Australian Open tennis feels heat over player pay

After his victory, Nadal was asked about the brewing war behind the scenes after players council president Novak Djokovic, who kicks off his tournament on Tuesday, reportedly voted against extending the tenure of ATP chief executive Chris Kermode at the annual players meeting in Melbourne over the weekend, as the players wrestle for greater control of the game.

“I believe that it is not good to have changes all the time because it is difficult to develop a good project of work if we have changes every 3 or 4 years,” Nadal said.

“So I believe that Chris [Kermode] probably did some good work out there, and I don’t see him doing negative things or enough negative things to not continue in a position today where he probably knows more of the situation in the world of tennis better than a new president.”

Tennis Australia’s Tiley, touted as a possible successor to Kermode, also emphasised the tournament’s record high prizemoney of $62.5 million, up 14 per cent from last year, as he sought to play down player tensions. Men’s and women’s singles champions will both take home $4.1 million this year and Tiley said more money was flowing to the lower ranks.

New star: Australia’s Alex de Minaur makes a forehand return against Portugal’s Pedro Sousa during their first-round match at the Australian Open. KIN CHEUNG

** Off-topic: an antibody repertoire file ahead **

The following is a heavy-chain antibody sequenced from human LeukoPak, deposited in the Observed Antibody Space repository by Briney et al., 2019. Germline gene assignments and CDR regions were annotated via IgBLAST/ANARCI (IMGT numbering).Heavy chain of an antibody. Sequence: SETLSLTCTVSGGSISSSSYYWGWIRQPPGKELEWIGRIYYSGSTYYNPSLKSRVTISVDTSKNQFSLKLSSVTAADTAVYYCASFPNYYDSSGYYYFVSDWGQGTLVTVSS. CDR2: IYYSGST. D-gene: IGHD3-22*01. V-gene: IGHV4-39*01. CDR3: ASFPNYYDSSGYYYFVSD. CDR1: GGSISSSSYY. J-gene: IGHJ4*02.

“There is always conversations amongst the players about the leadership of their own tour”, Tiley said.

“We’ve played our part,” Tiley said. “We doubled the prizemoney basically for the first-round qualifier losers, our goal which we finally reached this year is no player will ever leave Australia having it cost them money even if they never win a match,” he said.

Tennis Australia’s new heat stress scale which takes account of air temperature, radiant heat, humidity and wind speed passed three on a scale of one to five on Monday. The temperature is expected to reach the high 30s on Tuesday and if the scale reaches four, players will have access to an extended break while play is suspended when the scale reaches five.

Tennis Australia CEO Craig Tiley says the players are well paid. Luis Enrique Ascui
Serbia’s Novak Djokovic is in the middle of a power play over control of the game. Mark Schiefelbein